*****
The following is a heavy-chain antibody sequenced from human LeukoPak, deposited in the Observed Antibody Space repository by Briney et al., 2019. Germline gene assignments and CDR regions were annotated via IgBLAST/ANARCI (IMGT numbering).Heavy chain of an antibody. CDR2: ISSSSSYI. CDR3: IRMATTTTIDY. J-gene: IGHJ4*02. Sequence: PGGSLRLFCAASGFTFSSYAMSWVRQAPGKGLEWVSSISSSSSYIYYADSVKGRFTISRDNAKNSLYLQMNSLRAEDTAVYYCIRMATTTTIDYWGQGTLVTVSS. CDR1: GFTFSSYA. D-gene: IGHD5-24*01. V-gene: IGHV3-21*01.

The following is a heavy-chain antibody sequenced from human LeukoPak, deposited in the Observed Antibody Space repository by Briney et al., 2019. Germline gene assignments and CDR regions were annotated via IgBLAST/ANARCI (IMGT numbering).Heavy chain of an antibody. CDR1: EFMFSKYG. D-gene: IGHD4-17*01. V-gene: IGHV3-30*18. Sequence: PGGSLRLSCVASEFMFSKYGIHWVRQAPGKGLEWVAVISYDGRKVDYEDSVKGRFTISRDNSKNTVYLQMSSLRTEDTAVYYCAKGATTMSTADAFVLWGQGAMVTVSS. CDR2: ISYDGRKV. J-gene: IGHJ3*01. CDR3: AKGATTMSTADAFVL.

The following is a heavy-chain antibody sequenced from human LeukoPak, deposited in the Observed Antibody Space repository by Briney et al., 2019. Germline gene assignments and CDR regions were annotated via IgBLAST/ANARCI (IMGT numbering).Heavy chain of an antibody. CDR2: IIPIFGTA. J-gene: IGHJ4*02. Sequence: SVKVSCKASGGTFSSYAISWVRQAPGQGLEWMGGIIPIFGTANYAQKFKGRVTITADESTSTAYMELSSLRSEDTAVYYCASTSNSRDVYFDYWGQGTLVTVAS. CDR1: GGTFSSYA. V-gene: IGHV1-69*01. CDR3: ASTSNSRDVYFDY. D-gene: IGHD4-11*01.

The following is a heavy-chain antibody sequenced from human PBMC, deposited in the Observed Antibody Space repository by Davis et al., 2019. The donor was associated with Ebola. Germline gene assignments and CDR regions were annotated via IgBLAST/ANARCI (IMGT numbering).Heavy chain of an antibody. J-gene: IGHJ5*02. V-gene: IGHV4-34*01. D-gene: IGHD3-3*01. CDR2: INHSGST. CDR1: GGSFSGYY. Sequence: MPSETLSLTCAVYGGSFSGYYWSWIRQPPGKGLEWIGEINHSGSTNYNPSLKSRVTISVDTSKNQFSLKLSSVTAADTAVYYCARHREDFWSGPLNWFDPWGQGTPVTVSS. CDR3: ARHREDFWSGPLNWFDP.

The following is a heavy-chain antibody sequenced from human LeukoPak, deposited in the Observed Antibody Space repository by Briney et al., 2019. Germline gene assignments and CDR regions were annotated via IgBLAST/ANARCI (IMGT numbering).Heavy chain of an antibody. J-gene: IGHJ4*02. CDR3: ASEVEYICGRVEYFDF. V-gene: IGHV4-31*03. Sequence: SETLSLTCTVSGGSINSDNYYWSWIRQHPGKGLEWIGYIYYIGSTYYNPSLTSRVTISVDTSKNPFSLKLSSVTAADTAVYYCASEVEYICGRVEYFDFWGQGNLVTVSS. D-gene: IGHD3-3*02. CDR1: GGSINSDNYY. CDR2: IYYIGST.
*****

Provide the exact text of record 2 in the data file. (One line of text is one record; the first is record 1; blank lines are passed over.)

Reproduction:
The following is a heavy-chain antibody sequenced from human LeukoPak, deposited in the Observed Antibody Space repository by Briney et al., 2019. Germline gene assignments and CDR regions were annotated via IgBLAST/ANARCI (IMGT numbering).Heavy chain of an antibody. CDR1: EFMFSKYG. D-gene: IGHD4-17*01. V-gene: IGHV3-30*18. Sequence: PGGSLRLSCVASEFMFSKYGIHWVRQAPGKGLEWVAVISYDGRKVDYEDSVKGRFTISRDNSKNTVYLQMSSLRTEDTAVYYCAKGATTMSTADAFVLWGQGAMVTVSS. CDR2: ISYDGRKV. J-gene: IGHJ3*01. CDR3: AKGATTMSTADAFVL.